AirPods Case Turning Yellow? – Common Reasons & Solution!

Author: James Potts | Updated: | This post may contain affiliate links.

We all love our AirPods, that much I’m sure of. They’re the best-selling earbuds in the world, favored for their superior sound quality, functionality when used with other Apple devices, and of course, their look.

Those trusty little white earbuds have become quite the fashion statement. You only have to catch a glimpse of white plastic in someone’s ears to know they’re using AirPods.

So, if your beautiful shiny white charging case starts to turn a dirty shade of yellow, you might be a bit upset.

Don’t worry – the same thing happened to me, and it turns out it’s actually quite a common problem. Let’s take a look!

Why Your AirPods Case is Turning Yellow

Let’s start with the possible causes of why your case is turning yellow.

The first thing you need to know is that your AirPods case (and your AirPods too) is made of polycarbonate plastic, a substance well known for its incredible strength and durability.

But, it does have some downsides. It is susceptible to discoloration from a number of different sources, namely sunlight, cigarette smoke, and sweat.

During the manufacturing process, oxidation can occur due to high temperatures, which can leave the finished product more susceptible to faster discoloration once in use. If your case is turning yellow after only a month or two of use, this may be the cause. As this is a manufacturing error, you may be able to get a replacement – contact Apple to discuss.

Sunlight

Ultraviolet exposure is the number one cause of yellowing polycarbonate plastic. Extended exposure to sunlight will increase the amount of UV radiation that can permeate the plastic and cause discoloration to occur.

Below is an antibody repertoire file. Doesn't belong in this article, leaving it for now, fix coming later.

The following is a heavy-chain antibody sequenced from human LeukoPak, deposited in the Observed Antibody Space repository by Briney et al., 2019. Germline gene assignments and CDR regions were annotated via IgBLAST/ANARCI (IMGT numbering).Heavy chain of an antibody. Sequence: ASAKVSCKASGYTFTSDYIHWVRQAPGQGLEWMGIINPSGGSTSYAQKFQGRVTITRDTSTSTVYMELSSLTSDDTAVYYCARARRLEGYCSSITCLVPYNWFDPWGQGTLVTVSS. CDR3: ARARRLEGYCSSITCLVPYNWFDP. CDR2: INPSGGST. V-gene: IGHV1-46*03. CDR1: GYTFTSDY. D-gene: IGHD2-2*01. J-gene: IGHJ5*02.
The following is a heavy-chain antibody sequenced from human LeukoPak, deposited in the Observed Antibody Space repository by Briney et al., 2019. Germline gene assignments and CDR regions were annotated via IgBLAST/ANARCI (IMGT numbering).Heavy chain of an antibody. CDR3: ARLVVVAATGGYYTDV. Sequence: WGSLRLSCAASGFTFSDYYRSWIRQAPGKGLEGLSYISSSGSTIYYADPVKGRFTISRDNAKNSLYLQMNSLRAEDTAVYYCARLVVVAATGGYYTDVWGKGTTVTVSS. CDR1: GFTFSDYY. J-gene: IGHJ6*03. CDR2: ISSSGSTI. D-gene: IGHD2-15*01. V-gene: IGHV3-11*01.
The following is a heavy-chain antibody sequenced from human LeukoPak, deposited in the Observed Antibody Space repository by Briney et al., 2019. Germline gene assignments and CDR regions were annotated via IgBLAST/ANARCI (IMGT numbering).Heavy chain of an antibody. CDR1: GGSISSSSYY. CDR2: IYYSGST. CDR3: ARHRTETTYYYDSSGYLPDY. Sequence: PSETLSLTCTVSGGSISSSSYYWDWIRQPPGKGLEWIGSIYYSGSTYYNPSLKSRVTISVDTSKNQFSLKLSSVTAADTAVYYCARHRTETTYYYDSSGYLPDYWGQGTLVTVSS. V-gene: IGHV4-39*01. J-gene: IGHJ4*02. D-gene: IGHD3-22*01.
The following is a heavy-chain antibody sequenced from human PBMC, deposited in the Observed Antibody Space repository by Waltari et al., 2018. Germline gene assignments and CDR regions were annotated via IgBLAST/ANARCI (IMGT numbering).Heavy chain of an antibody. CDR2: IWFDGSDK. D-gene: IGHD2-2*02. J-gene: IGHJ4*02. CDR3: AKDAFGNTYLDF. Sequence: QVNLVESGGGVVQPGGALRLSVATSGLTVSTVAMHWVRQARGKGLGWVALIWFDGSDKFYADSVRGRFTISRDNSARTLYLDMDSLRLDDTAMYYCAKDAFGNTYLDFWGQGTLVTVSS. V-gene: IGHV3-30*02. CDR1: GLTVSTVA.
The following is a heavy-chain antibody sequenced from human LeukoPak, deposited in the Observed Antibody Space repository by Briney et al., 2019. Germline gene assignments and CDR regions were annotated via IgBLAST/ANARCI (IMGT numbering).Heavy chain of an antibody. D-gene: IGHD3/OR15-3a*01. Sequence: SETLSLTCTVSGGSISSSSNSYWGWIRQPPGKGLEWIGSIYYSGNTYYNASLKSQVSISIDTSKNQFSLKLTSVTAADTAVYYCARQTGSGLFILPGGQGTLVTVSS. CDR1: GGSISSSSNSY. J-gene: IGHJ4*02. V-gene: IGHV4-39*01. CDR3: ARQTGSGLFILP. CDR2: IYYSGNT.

As the AirPods charging case is white, the discoloration tends to leave the polycarbonate with a yellowish tinge, as the lighter hues of the plastic are degraded by exposure to UV radiation from sunlight.

However, this is typically only a surface-level problem as UV radiation can only penetrate to a depth of 25 micrometers.

Cigarette Smoke

Cigarette smoke contains numerous different chemicals that can stain things, including human skin, hair, clothing, and even hard materials.

Nicotine, although a colorless substance, when exposed to oxygen can cause yellow and brown stains. The tar in cigarette smoke also causes discoloration and staining.

Plastics like polycarbonate can be stained yellow by cigarette smoke too, so if you’re a smoker, or regularly visiting areas with a lot of cigarette smoke in the air, this could be the reason behind your AirPod case turning yellow.

Sweat

Sweat can also cause staining due to the amount of salt and acids secreted from your body, especially during an intensive workout or a long run.

Sweat carries oils from your skin, along with other dirt and grime that can negatively impact the appearance and lifespan of any plastics you touch, including your AirPods case (and AirPods themselves).

If you leave your AirPods case in your pocket while you’re working out, the sweat from your body will seep through your clothes, possibly carrying dye with it, and seep into the top layers of polycarbonate. Over time, repeated exposure to sweat can cause the degradation of the plastic, resulting in a yellowed look.

How to Fix a Yellowed AirPods Case

Anyway, now you know what might be causing this yellowing, let’s discuss how to get rid of it!

Restoring your AirPod case to its original bright white luster may be tricky if it’s been heavily exposed to intense sunlight. Although the UV penetration is only 25 micrometers or less, that’s still quite a lot of plastic to get through to restore the original color.

With regards to cigarette smoke and sweat, the same thing applies. The longer this discoloration has been present, the more difficult it will be to remove it effectively.

Of course, the best methods are always preventative, so once you’ve restored your case (as best you can), always remember to take steps to avoid this happening again! Keep your AirPods case out of sunlight, away from cigarette smoke, and always clean off any sweat as soon as you can, before it can penetrate the plastic.

There are many AirPod Case wraps available too, which will protect your case from further damage by shielding it from UV light exposure, cigarette smoke, sweat, and all other kinds of dirt and physical damage.

Basic Cleaning Methods